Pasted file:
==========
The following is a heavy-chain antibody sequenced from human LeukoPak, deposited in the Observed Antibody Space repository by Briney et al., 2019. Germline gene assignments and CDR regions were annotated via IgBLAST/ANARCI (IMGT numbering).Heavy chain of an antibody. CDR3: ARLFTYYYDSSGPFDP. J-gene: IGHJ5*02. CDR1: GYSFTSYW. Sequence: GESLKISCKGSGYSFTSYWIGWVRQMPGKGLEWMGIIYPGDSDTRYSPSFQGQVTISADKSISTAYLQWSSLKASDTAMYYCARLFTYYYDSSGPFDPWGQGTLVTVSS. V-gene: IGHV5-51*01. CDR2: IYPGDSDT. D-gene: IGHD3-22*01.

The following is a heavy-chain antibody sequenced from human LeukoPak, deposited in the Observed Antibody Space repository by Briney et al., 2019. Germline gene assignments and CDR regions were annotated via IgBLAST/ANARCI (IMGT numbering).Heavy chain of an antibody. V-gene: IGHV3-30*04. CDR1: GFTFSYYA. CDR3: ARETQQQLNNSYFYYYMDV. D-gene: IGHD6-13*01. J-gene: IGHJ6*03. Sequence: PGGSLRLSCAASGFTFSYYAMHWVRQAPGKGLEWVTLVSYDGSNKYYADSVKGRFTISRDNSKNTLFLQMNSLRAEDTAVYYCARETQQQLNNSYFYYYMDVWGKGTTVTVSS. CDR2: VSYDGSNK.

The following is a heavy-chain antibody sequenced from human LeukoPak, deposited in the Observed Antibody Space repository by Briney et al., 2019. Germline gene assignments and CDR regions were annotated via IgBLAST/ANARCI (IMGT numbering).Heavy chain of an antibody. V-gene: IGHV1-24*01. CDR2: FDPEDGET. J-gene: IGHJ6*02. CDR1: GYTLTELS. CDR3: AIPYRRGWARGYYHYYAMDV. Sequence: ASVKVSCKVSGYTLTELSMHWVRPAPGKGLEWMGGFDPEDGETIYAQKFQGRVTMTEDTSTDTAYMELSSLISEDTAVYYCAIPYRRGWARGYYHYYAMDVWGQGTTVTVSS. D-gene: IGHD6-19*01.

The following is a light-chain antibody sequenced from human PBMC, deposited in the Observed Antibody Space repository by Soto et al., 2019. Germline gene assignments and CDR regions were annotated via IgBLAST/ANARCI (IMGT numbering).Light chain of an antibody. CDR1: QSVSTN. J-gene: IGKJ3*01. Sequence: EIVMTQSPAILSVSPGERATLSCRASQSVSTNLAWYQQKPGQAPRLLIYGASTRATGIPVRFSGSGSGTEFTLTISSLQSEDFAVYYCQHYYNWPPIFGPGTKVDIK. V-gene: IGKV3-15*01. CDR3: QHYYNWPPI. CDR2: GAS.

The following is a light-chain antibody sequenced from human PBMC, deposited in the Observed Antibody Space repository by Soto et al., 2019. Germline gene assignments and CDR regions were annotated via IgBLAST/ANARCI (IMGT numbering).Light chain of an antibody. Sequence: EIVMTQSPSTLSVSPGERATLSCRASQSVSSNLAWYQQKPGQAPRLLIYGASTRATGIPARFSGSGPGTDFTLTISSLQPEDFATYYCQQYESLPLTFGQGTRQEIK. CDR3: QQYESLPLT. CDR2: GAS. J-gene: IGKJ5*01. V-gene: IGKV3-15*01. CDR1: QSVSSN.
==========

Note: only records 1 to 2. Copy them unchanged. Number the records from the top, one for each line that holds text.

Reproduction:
The following is a heavy-chain antibody sequenced from human LeukoPak, deposited in the Observed Antibody Space repository by Briney et al., 2019. Germline gene assignments and CDR regions were annotated via IgBLAST/ANARCI (IMGT numbering).Heavy chain of an antibody. CDR3: ARLFTYYYDSSGPFDP. J-gene: IGHJ5*02. CDR1: GYSFTSYW. Sequence: GESLKISCKGSGYSFTSYWIGWVRQMPGKGLEWMGIIYPGDSDTRYSPSFQGQVTISADKSISTAYLQWSSLKASDTAMYYCARLFTYYYDSSGPFDPWGQGTLVTVSS. V-gene: IGHV5-51*01. CDR2: IYPGDSDT. D-gene: IGHD3-22*01.

The following is a heavy-chain antibody sequenced from human LeukoPak, deposited in the Observed Antibody Space repository by Briney et al., 2019. Germline gene assignments and CDR regions were annotated via IgBLAST/ANARCI (IMGT numbering).Heavy chain of an antibody. V-gene: IGHV3-30*04. CDR1: GFTFSYYA. CDR3: ARETQQQLNNSYFYYYMDV. D-gene: IGHD6-13*01. J-gene: IGHJ6*03. Sequence: PGGSLRLSCAASGFTFSYYAMHWVRQAPGKGLEWVTLVSYDGSNKYYADSVKGRFTISRDNSKNTLFLQMNSLRAEDTAVYYCARETQQQLNNSYFYYYMDVWGKGTTVTVSS. CDR2: VSYDGSNK.